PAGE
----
“We are beginning to see the first practical implementations of open source tools, steps toward the research community attempting to reclaim scholarly communications from the commercial interests which have dominated it for the last half century or so. Community-led projects have taken on an increased urgency after the recent spate of acquisitions of essential infrastructure by commercial interests (bepress, as one example, is now a cog in Elsevier’s research workflow strategy). The goals here are both laudable and achievable, but when we think about scholarly communications, we must take the long-term view. Our strategies must be aimed toward permanence and preservation – of systems that will be self-sustaining and stand the test of time — rather than just hoping more support will come along once the initial grant runs out. Are there ways we can help these efforts succeed?

Over the last decade, a clear picture has emerged from the research community. What they want from their system of scholarly communications includes openness, transparency, and expanded access to research outputs including, but not limited to, the final published paper. The drive toward open infrastructure is meant to level the playing field and do away with lock-in to any individual company. What remains unclear is how to make these things happen and who is going to pay for them. Library budgets are already strained to the limit, funders don’t seem to be offering large increases in financial support, and researchers are objecting to seeing their research funds diverted to paying publishing costs….”

As technology like AI propels us into the future, it can also play an important role in preserving our past – Microsoft on the Issues

“Our new AI for Cultural Heritage program will use artificial intelligence to work with nonprofits, universities and governments around the world to help preserve the languages we speak, the places we live and the artifacts we treasure. It will build on recent work we’ve pursued using various aspect of AI in each of these areas, such as:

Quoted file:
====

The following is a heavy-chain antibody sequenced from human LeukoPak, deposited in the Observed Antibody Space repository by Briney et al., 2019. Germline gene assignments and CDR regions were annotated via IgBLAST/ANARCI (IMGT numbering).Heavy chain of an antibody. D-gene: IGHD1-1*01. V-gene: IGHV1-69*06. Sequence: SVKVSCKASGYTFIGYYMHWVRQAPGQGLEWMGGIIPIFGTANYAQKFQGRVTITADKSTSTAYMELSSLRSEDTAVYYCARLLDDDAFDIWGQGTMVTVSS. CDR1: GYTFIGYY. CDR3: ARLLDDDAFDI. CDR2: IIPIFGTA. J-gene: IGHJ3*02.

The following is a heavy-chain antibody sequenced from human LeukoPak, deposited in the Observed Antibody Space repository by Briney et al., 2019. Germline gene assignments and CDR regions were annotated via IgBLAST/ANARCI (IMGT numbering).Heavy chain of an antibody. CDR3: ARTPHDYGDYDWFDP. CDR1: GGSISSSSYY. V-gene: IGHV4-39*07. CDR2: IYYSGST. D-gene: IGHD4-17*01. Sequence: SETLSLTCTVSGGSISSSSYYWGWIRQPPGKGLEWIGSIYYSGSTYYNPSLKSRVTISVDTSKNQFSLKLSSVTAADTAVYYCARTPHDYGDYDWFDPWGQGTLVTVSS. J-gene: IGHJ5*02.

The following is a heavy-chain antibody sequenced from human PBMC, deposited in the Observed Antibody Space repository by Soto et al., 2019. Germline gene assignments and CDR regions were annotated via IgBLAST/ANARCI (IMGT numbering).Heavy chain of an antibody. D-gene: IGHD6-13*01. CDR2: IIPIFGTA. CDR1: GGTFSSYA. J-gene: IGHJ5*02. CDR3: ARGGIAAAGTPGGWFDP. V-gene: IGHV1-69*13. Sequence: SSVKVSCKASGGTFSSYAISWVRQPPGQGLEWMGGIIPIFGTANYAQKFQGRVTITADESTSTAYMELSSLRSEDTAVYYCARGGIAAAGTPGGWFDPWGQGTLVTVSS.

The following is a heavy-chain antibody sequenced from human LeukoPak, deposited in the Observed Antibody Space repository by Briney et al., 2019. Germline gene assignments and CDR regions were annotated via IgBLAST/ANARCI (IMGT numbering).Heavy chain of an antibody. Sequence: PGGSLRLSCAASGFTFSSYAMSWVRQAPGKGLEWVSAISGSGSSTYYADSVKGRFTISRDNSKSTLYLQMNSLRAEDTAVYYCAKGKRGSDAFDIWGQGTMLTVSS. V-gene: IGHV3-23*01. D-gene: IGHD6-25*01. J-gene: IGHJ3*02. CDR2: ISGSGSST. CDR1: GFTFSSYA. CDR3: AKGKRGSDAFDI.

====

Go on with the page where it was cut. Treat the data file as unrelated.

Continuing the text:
• Work in New York , where we have collaborated with The Metropolitan Museum of Art and MIT to explore ways in which AI can make The Met’s Open Access collection accessible, discoverable and useful to the 3.9 billion internet-connected people worldwide.
  • Work in Paris at the Musée des Plans-Reliefs, where we have partnered with two French companies, HoloForge Interactive and Iconem, to create an entirely new museum experience with mixed reality and AI that paid homage to Mont-Saint-Michel, a French cultural icon off the coast of Normandy.
  • And in southwestern Mexico, where we’re engaged as part of our ongoing efforts to preserve languages around the world to capture and translate Yucatec Maya and Querétaro Otomiusing AI to make them more accessible to people around the world….”

flashPub

“We focus on making micropubs visibile, citable, and usable in compelling research narratives that engage the community and inspire new lines of inquiry….

We will never charge subscription fees or APCs for academic users. All researchers are welcome to publish!…

All content is deposited in leading public repositories, ensuring your contributions are preserved and acessible forever….

Our peer review system balances the benefits of open review and the value of traditional review. It’s fast, easy, and to the point….”